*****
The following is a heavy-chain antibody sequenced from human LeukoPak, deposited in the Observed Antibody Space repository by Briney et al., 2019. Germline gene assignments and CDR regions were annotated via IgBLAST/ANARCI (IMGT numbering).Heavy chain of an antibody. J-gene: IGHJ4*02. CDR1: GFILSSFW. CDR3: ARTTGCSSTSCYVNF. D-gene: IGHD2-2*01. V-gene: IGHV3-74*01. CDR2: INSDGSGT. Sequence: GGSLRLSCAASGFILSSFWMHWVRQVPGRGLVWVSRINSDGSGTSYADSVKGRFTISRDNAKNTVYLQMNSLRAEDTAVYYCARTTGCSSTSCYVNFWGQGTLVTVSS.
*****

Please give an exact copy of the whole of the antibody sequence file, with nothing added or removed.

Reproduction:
The following is a heavy-chain antibody sequenced from human LeukoPak, deposited in the Observed Antibody Space repository by Briney et al., 2019. Germline gene assignments and CDR regions were annotated via IgBLAST/ANARCI (IMGT numbering).Heavy chain of an antibody. J-gene: IGHJ4*02. CDR1: GFILSSFW. CDR3: ARTTGCSSTSCYVNF. D-gene: IGHD2-2*01. V-gene: IGHV3-74*01. CDR2: INSDGSGT. Sequence: GGSLRLSCAASGFILSSFWMHWVRQVPGRGLVWVSRINSDGSGTSYADSVKGRFTISRDNAKNTVYLQMNSLRAEDTAVYYCARTTGCSSTSCYVNFWGQGTLVTVSS.